Once your checklist is complete, it is time to choose a location. One of the most productive areas to hunt these large slimy critters is in any deepwater channel, hole, or jetty inlet. In south Texas, the Intracoastal Waterway of the Laguna Madre is a personal favorite. When they're in greatest abundance, March and April, you can fish any portion of the ICW and likely get hooked up. I prefer to space out away from others (which can actually be crowded during the peak of the run). Despite the vast boat traffic during the day, it really doesn't seem to affect the bite that much. You want to get to the edge of the channel and anchor your kayak with a stakeout pole very shallow. This will allow you to be in casting range of the fish while being out of the way and avoiding boat traffic. As with any kayak fishing adventure, it is highly recommended that you fish with a partner or group for safety reasons.

Here we go the bait discussion. It is no secret that the oversized black drum are highly addicted to crab and other crustaceans. Drum do not have large razor sharp teeth like many other predators, yet they do have a couple secret weapons. They use their highly sensitive whisker-like barbels to find the crab or other shellfish that may be buried, suck it up and inhale it whole. They then crush it with their impressively strong pharyngeal teeth (specialized teeth at the base of the throat). The pharyngeal teeth even have the power to crush whole oysters, which do constitute as a sizeable portion of the drum's diet. One major problem though, when trying to obtain crab for bait (blue crab especially) is the general lack of availability in this season. During years of cold harsh winters, live blue crab can be virtually nowhere to be found. If the water is too cold, they'll likely still be buried deep in the layered sediment out of reach of commercial fishermen and therefore not for sale in seafood markets or bait camps. Then we must improvise!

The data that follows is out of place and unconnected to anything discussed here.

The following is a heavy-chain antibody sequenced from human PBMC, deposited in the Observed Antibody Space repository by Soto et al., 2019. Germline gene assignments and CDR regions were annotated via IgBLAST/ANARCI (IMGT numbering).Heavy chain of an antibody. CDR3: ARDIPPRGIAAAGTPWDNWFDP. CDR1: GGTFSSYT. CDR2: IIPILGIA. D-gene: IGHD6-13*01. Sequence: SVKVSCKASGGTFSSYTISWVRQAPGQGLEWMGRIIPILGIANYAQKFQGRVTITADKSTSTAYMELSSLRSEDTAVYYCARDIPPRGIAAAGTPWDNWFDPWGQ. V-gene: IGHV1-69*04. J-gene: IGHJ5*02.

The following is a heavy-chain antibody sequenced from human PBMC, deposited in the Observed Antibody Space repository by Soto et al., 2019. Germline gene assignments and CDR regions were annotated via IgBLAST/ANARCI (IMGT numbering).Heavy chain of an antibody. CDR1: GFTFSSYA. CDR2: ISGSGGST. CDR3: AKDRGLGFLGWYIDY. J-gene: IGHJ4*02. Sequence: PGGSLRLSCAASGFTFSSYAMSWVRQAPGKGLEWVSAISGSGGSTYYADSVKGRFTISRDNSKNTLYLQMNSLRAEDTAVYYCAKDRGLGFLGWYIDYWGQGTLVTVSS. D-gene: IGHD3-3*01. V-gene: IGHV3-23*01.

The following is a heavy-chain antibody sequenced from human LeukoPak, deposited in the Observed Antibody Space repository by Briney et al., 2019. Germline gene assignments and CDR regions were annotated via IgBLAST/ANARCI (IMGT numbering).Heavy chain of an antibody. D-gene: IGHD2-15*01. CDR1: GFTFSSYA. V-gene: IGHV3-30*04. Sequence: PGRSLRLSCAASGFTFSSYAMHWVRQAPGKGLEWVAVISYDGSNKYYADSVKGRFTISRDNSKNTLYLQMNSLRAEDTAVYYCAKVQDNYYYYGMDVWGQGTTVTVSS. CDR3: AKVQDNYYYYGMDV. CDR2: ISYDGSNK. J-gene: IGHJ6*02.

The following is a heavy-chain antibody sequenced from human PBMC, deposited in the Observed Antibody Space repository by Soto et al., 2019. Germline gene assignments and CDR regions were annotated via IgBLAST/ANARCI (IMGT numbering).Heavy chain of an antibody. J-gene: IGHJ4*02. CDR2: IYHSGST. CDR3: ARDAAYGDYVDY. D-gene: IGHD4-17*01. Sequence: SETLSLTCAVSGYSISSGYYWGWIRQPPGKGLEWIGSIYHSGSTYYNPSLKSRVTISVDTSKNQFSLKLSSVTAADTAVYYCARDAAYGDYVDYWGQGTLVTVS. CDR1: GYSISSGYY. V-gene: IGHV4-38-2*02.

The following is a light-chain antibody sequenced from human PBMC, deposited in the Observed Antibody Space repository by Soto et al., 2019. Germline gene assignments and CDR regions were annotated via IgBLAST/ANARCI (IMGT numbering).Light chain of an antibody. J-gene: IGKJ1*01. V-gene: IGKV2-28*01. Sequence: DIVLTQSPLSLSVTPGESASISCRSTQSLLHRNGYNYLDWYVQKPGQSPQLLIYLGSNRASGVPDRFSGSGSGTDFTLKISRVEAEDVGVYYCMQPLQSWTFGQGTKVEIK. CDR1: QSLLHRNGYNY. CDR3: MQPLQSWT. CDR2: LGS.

While blue crab will undoubtedly be the favorite bait with most anglers, there are alternatives. Mantis shrimp (sea lice) are a great substitute and work well, however don't last long if hardhead catfish and other pesky bait stealers are around. A personal super-secret bait I resort to in the event crab is not available is crawfish (even pre-cooked). Crawfish are a natural forage of the drum, and easily available to them in brackish/fresh water. Remarkably, for whatever reason, drum seem fond of spicy, Cajun-cooked crawfish go figure. You can hook them in the tail similar to the sea lice, and even double stack them for effectiveness. If you were able to obtain blue crab, you can use these one of two ways. If you have plenty, you can use a single whole crab (crush the legs and claws for scent dispersal). You may also flip the crab upside down and cut in half. If the drum are around and bait stealers aren't an issue, this may be the route you wish to take to ensure your bait supply lasts longer.